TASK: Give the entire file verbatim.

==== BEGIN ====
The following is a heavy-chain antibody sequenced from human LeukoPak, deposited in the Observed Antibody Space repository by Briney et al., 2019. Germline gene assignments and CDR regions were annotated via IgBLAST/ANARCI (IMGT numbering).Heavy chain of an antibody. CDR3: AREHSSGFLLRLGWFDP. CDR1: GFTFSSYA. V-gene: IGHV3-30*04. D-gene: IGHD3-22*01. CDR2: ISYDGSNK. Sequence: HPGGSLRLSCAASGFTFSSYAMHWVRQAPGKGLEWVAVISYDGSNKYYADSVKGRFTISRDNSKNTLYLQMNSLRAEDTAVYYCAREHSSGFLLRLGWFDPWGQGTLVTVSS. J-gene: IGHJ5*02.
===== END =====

The following is a heavy-chain antibody sequenced from human LeukoPak, deposited in the Observed Antibody Space repository by Briney et al., 2019. Germline gene assignments and CDR regions were annotated via IgBLAST/ANARCI (IMGT numbering).Heavy chain of an antibody. CDR3: AREHSSGFLLRLGWFDP. CDR1: GFTFSSYA. V-gene: IGHV3-30*04. D-gene: IGHD3-22*01. CDR2: ISYDGSNK. Sequence: HPGGSLRLSCAASGFTFSSYAMHWVRQAPGKGLEWVAVISYDGSNKYYADSVKGRFTISRDNSKNTLYLQMNSLRAEDTAVYYCAREHSSGFLLRLGWFDPWGQGTLVTVSS. J-gene: IGHJ5*02.